An Interview with Lisa Maatz: How Bad is the Bullying Problem and what can be done about it?

Aug 7, 2012 by

Lisa Maatz

Michael F. Shaughnessy –

1) Bullying seems to be in the news constantly across all 50 states. In your mind, what does this say about the current generation of kids?

That they’re not much different from the last generation of kids, number one. Bullying and harassment has been a long-term problem for many years, but social media has exacerbated it and made the consequences even more dire.

2) Now, are schools under-reporting, over-reporting, accurately reporting or doing some cover up?

This is the first year that the Office for Civil Rights at the U.S. Department of Education has required the reporting of sexual harassment and bullying based on sex through the Civil Rights Data Collection program. It’s clear from this publicly accessible data that schools are underreporting at least at the national level. There are some states that have local rules where schools are reporting, and there are then actually cases where the state data and the federal data as reported don’t match. This says to me that definitions are not clear or consistent and that more technical assistance is needed. It also illustrates how badly we need training for Title IX coordinators across the country.

3) The President and vice President are on t.v. with some Public Service Announcement about preventing spousal or female abuse. Will this make any appreciable difference?

It’s always important for people in power to use their bully pulpit to call a spade a spade, in this case to say that domestic violence is wrong, unacceptable, and won’t be tolerated. Will that necessarily stop any particular abuser from battering a partner or spouse – that’s hard to tell. But I do know from my experience as a battered women’s shelter director that this kind of public acknowledgement and support can be what tips the scales as a woman is trying to decide whether to stay or go.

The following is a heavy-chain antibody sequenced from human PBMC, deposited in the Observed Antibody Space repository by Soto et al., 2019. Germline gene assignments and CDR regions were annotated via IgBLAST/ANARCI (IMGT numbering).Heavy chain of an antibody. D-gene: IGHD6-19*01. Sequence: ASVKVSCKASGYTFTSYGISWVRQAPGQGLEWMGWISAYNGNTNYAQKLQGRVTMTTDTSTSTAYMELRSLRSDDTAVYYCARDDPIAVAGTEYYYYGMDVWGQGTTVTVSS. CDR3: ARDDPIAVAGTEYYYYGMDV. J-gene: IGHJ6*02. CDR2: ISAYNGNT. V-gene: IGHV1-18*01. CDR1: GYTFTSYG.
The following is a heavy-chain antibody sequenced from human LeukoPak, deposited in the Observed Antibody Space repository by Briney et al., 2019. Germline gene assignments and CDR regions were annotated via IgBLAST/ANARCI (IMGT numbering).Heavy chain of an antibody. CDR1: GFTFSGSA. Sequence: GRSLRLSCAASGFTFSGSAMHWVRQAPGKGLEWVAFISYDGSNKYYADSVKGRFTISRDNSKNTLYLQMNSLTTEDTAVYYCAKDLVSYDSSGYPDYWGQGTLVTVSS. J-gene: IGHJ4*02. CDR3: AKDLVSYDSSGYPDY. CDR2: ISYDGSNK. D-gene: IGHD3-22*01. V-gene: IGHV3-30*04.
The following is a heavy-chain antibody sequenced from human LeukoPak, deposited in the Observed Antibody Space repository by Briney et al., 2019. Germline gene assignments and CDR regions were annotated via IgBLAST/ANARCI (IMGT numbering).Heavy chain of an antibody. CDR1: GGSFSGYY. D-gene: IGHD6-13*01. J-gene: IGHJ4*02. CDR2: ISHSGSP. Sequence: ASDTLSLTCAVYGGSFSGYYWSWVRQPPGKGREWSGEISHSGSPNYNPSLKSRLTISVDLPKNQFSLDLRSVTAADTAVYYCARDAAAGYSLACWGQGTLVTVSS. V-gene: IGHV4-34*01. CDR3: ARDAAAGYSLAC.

4) Many teachers I talk to feel that these “bullies” should be handled by parents or police. Your thoughts?

Ideally, it should be handled by parents and school officials together. Not all sexual harassment or bullying is going to rise to the level of criminality that would indicate that police need to be called. Parents have unique responsibilities and need to watch closely for signs of bullying, both as the aggressor or the victim, in their children. But it is school officials, particularly teachers, who are with those children several hours a day and witness this behavior firsthand. Teachers need to be trained to intervene when they see sexual harassment and bullying. And school Title IX coordinators need to be well-versed in how to handle a situation, resolve it, and report it appropriately. Bullying and harassment clearly disrupt many children’s opportunity for a good education. This is fundamentally part of why Title IX came about. School officials unquestionably have a responsibility to implement and enforce this law.

5) And there are other teachers who feel that these “bullies” are simply emotionally disturbed and behaviorally disordered and should be evaluated for special Education services?

If that’s the case, then 16 percent of our student population — according to AAUW’s own research —would fall under that implausible definition of emotionally disturbed and behaviorally disordered. This defies reality and is simply not true. Besides which, bullying and sexual harassment are specific behaviors that flourish in poor educational climates. We need to address those behaviors and actions regardless of any potential problems the perpetrators may have.

6) Counselors- what can they do- and how culpable should they be held? And principals?

Title IX as it applies to sexual harassment and bullying based on sex has been litigated over the decades regarding school officials’ responsibilities and culpabilities in such situations. The typical standard is that not only did school officials know that harassment was occurring, but that they also did little to nothing in response to that knowledge. In other words, a blatant disregard of parental or student complaints would demonstrate knowledge and lack of action. It is clearly a failure to protect student victims in the face of complaints or observations.

7) You and I know the importance of accurate, valid, reliable data. Are we getting it?

Not from school districts, and students and teachers underreport it too.

8) Does the AAUW have a specific position paper or policy statement, and where could it be accessed?

See AAUW’s latest research, a nationally representative survey on sexual harassment in schools. You could also see AAUW’s Title IX position paper on bullying and sexual harassment.

See AAUW’s latest research, a nationally representative survey on sexual harassment in schools: http://www.aauw.org/learn/research/upload/CrossingTheLine.pdf.

You could also see AAUW’s Title IX position paper on bullying and sexual harassment:http://www.aauw.org/act/issue_advocacy/actionpages/titleix.cfm

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